By Luisita Lopez Torregrosa
NEW YORK — This is the year when, after a long period of political stagnation, a record number of American women — feminists, liberals, pro-choice middle-of-the-roaders, conservatives — got off the sidelines and stepped up to run for office.
“We’d been going downhill,” said Karen Middleton, president of Emerge America, a 12-state donor-funded group that trains female Democratic candidates. “Now the number of women running for Congress could break all records” for women in the U.S. Senate and the House of Representatives — “if everybody wins.”
Back in the contentious early months of this year, when the “war on women” rallied many who believed that hard-right Republicans were threatening women’s reproductive rights, few predicted that scores of women would sign up to run for the Senate and the House.
This unusually diverse group includes a professional wrestling entrepreneur, a leftist consumer advocate, a lesbian, a former police chief and the first black female Republican to run for the House.
Out in Wisconsin, Representative Tammy Baldwin, a 50-year-old liberal Democrat, is battling former Governor Tommy G. Thompson, a hard-right Republican. If she wins, as recent polls suggest she will, she would become the first female senator from Wisconsin and the first openly gay senator in the United States.
In Florida, Val Demings, 55, is a first-time candidate, a black woman vying for a seat in Congress from a district that is overwhelmingly Republican and white. “Redistricting did me no favors,” she told me, laughing, over the phone.
She came out of poverty — her mother was a maid, her father a janitor — to become the celebrated first female police chief of Orlando, a tourist mecca in central Florida that is home to diverse ethnic and racial groups. Now, at the behest of her supporters, she’s running an uphill battle against a Tea Party incumbent. It’s a struggle not unlike her old fight against violent crime in her district, a war she won.
It’s not all a Democratic women’s game. Republicans are busily recruiting and training female candidates, and according to Kirsten Kukowski of the Republican National Committee, they expect to elect Mia Love of Utah, who would make history as the first black Republican woman elected to the House.
This lineup of assorted female candidates did not come together overnight. Over the past decade or so, activists had watched the number of women in Congress stall and the number of women in state legislatures fall. Alarmed at the slow progress, women’s research centers and advocacy groups like the Center for American Women and Politics at Rutgers University in New Jersey and feminists like Senator Kirsten E. Gillibrand, Democrat of New York, have campaigned for women in public life.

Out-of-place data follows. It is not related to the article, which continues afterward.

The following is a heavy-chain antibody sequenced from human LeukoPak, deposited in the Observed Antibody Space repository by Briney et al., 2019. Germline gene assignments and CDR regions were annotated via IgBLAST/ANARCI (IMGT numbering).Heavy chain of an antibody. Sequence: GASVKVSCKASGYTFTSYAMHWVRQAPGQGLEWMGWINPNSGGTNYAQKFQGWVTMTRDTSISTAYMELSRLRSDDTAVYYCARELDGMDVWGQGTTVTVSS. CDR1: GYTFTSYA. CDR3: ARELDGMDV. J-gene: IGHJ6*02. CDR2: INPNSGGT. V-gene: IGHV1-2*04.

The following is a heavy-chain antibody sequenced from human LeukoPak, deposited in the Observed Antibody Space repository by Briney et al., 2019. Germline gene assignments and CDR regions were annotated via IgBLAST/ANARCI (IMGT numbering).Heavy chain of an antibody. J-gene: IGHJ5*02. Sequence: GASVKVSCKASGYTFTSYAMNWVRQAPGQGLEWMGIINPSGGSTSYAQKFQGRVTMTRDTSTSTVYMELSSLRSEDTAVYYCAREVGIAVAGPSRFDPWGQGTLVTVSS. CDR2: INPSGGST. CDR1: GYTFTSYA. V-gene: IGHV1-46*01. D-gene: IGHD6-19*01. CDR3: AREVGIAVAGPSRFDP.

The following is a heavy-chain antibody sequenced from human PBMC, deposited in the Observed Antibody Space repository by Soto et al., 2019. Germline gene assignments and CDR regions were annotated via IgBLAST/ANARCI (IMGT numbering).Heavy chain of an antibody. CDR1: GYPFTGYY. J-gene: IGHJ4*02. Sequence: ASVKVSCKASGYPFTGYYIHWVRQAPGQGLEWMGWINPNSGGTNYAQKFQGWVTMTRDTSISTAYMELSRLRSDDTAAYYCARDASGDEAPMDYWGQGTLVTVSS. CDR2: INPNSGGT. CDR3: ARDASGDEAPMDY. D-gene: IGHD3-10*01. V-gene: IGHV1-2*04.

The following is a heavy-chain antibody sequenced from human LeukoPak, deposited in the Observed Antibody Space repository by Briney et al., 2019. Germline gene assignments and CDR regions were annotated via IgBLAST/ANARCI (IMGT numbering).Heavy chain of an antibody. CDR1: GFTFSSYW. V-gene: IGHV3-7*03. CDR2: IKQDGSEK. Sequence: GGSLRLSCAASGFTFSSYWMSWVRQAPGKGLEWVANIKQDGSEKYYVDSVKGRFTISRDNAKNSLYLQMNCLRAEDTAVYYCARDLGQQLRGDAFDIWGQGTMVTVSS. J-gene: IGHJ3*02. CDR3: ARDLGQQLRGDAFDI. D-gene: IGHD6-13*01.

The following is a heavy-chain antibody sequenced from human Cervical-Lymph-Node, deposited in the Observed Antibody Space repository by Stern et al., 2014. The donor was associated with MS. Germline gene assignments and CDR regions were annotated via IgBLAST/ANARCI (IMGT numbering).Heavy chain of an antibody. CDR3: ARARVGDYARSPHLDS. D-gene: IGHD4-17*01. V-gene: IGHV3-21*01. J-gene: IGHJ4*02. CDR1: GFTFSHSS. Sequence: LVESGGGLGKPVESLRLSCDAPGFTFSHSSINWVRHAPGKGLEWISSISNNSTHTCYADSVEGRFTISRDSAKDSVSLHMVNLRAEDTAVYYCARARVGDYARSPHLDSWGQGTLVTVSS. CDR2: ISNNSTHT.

“Women’s tendency is to think that politics is not for them,” Ms. Middleton said in a telephone interview last week. But women, she said, are realizing that by staying outside the political arena they are giving up responsibility to others. “It’s been a wake-up call. They say, ‘Oh, my God, unless I actually step up and do this, no one else is going to do it for me.”’
A rare set of circumstances is making this a potential new “year of the woman.” Twenty years ago, in 1992, a record 24 new women were elected to Congress, the largest class of freshman women ever. “What happened in 1992 is similar to this election cycle,” says Debbie Walsh, the director of the Center for American Women and Politics. As in 1992, when Bill Clinton was elected president, this is a year when congressional districts are redrawn according to population growth. Redistricting makes incumbents more vulnerable, creates new seats, and often results in more retirements. And presidential election years tend to draw more candidates and more voters, giving women more opportunities.
Ms. Walsh recalled last week that the Anita Hill-Clarence Thomas sexual harassment hearings had also happened around that time. “She had to testify in front of an all-male, all-white Senate Judiciary Committee,” she said, referring to Ms. Hill. “A lot of people, particularly women, saw how male the Senate was. We’ve had some of that in this cycle around the discussion about contraception. It might have had an impact on making people feel more energized and mobilized for the women who are running.”
Today, with the Democratic and Republican presidential campaigns tussling fiercely for women’s votes, Democrats continue to hold an edge in women running for high office.
Twelve Democratic women and six Republican women are running for the Senate; 116 female Democrats and 47 Republican women are running for the House.
With just three weeks until voters go to the polls on Nov. 6, some voting surveys suggest that women are likely to make notable gains. Such a turnaround would help lift the United States’ standing in the world, where it falls well below many less developed nations in the percentage of women in parliaments. While Cuba ranked third, for instance, the United States tied Turkmenistan at No. 78, according to the U.N. Women’s 2012 rankings.
Ms. Walsh refused to predict who would win but proffered the number 20 as optimal in the Senate — “If all the stars align the right way.”
A version of this article appeared in print on October 17, 2012, in The International Herald Tribune.